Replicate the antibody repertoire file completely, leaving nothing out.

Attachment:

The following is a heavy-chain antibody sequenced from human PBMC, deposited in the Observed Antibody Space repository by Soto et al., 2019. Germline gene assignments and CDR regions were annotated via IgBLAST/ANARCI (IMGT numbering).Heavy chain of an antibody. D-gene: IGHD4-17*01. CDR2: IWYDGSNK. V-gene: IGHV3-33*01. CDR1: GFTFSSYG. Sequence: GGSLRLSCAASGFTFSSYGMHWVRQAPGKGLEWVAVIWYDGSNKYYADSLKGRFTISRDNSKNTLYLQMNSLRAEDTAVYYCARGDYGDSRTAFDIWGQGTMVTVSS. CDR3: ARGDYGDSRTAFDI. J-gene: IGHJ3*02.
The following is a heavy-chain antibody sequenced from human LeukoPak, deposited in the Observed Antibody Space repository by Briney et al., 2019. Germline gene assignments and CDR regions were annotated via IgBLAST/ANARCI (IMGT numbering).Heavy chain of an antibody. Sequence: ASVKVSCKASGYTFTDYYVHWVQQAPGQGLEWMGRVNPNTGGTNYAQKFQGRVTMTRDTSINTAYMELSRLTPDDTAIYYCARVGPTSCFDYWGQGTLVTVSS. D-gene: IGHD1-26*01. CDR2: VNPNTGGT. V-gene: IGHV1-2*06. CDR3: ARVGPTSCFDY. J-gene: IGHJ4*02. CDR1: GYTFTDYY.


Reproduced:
The following is a heavy-chain antibody sequenced from human PBMC, deposited in the Observed Antibody Space repository by Soto et al., 2019. Germline gene assignments and CDR regions were annotated via IgBLAST/ANARCI (IMGT numbering).Heavy chain of an antibody. D-gene: IGHD4-17*01. CDR2: IWYDGSNK. V-gene: IGHV3-33*01. CDR1: GFTFSSYG. Sequence: GGSLRLSCAASGFTFSSYGMHWVRQAPGKGLEWVAVIWYDGSNKYYADSLKGRFTISRDNSKNTLYLQMNSLRAEDTAVYYCARGDYGDSRTAFDIWGQGTMVTVSS. CDR3: ARGDYGDSRTAFDI. J-gene: IGHJ3*02.
The following is a heavy-chain antibody sequenced from human LeukoPak, deposited in the Observed Antibody Space repository by Briney et al., 2019. Germline gene assignments and CDR regions were annotated via IgBLAST/ANARCI (IMGT numbering).Heavy chain of an antibody. Sequence: ASVKVSCKASGYTFTDYYVHWVQQAPGQGLEWMGRVNPNTGGTNYAQKFQGRVTMTRDTSINTAYMELSRLTPDDTAIYYCARVGPTSCFDYWGQGTLVTVSS. D-gene: IGHD1-26*01. CDR2: VNPNTGGT. V-gene: IGHV1-2*06. CDR3: ARVGPTSCFDY. J-gene: IGHJ4*02. CDR1: GYTFTDYY.